Corinda, Hobart, Tasmania review: Time stands still at this historic Hobart hotel

Our rating

4.5 out of 5

THE PLACE

As a case study for how convict deportation could change one's fortunes for the better, Corinda gains top marks. In 1826, Englishman Samuel Crisp was sentenced to life in Van Diemen's Land for stealing a sheep from a neighbouring farmer. After years of model behaviour, he was pardoned in 1840, allowing him to embark on a career as an enterprising timber merchant. His son, Alfred, inherited the business and built upon that wealth while rising to a respected position in society that included multiple terms as city mayor. In 1878, Alfred built Corinda as his family home, high on a hill affording views to the waterfront. After decades of swapping hands between various owners, it returned to the family fold in 2016, when Alfred's great-great grandson, Julian Roberts, and wife, Chaxi, bought the property then turned it into one of Hobart's finest boutique heritage hotels.

THE LOCATION

Forget taxis. Corinda is perched on the highest point in Glebe, within strolling distance of the CBD and Hobart's historic waterfront. The Tennis and Aquatic Centres are practically on its doorstep and the Royal Botanic Gardens are a hop, skip and jump down the road.

THE SPACE

Large blocks with opposing street frontages are rare in inner-suburban Hobart. Even scarcer are neatly compartmentalised English gardens that are big enough to host wedding receptions for 120 guests filling half that space. The gardens, which have featured in magazine spreads, contain a 100-year-old magnolia tree, yew and box hedges, a convict-era wall and a snug, self-contained Gardener's Cottage for two. The main house, Corinda, occupies the upper half of the block and contains six rooms with en suite bathrooms. Additional self-contained accommodation is available in the detached Coach House and in the Servants' Quarters wing. Two contemporary-designed Pavilions occupy an adjoining block – one sleeping two, the other eight.

THE ROOM

I'm staying in Alfred Crisp's Suite upstairs in the house, where I can savour the views through bay windows across the manicured gardens towards Sullivan's Cove and Mount Wellington. The handmade bed is king-sized and the antique native cedar furnishings complement the house's period foundations. There's a TV, complimentary Wi-Fi and coffee-making facilities. Wall hangings include a monochrome portrait of Alfred Crisp by the door and a moving portrayal of a girl by Plácido Francés y Pascual fortuitously discovered at a bargain basement price in a flea market. The artist's work hangs in Madrid's Prado Museum, among others.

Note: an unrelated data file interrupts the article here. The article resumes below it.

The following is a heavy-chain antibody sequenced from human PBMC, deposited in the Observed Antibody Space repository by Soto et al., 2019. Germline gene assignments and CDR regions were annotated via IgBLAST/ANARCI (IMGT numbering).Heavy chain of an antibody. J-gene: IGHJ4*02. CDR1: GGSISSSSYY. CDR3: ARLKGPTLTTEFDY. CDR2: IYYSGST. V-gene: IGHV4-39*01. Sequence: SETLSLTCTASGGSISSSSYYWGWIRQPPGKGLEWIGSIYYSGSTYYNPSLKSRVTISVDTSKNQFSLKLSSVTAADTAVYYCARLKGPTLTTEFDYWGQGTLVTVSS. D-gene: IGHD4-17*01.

THE FOOD

A pop-up restaurant serving Spanish or Mexican-themed five-course dinners from a $75 set menu opens most Fridays from 6.30pm. Bookings are essential. Owner Chaxi, a qualified chef who uprooted from her native Canary Islands to settle in Hobart with Julian, also runs three-hour cooking courses followed by lunch, eating what you make. They cost $225 and include a recipe book with homegrown garden ingredients to take home. Breakfasts and High Teas ($45) are served in the house's enclosed veranda. An honesty bar in the drawing room is well stocked with Tasmanian whiskies, gin, vodka, wines and craft beers.

STEPPING OUT

Hobart's historic waterfront, once a whaling centre, is now home to Salamanca Place, as well as the city's coolest restaurants, bars, galleries and museums, including exhibitions dedicated to the city's crucial role in polar exploration and research. Ferries to MONA start here too.

THE VERDICT

A pleasantly leafy, relaxed sanctuary where time stalls the moment you enter through the gates.

ESSENTIALS

Rooms range from $250-450, with or without breakfast. It includes a complimentary bottle of Glaetzer-Dixon wine from the award-winning vineyard down the road. Pilates retreats cost $995 for two nights and include bedding, classes, mats and all meals. Flower arrangement workshops are $65, including morning tea. Garden and House Tours for day visitors cost $19/25 respectively. See corinda.com.au.

HIGHLIGHT

Unusual, I know, but my room's native Blackwood lavatory, or "thunder box", with antique Staffordshire Blue ceramic bowl, is the first I've seen of its kind. The photo I sent to my family at home prompted many quizzical, but intrigued, responses.

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LOWLIGHT

Hard to find any. Creaky floorboards perhaps, but that's to be expected in a 143-year house.

Mark Daffey stayed as a guest of Corinda.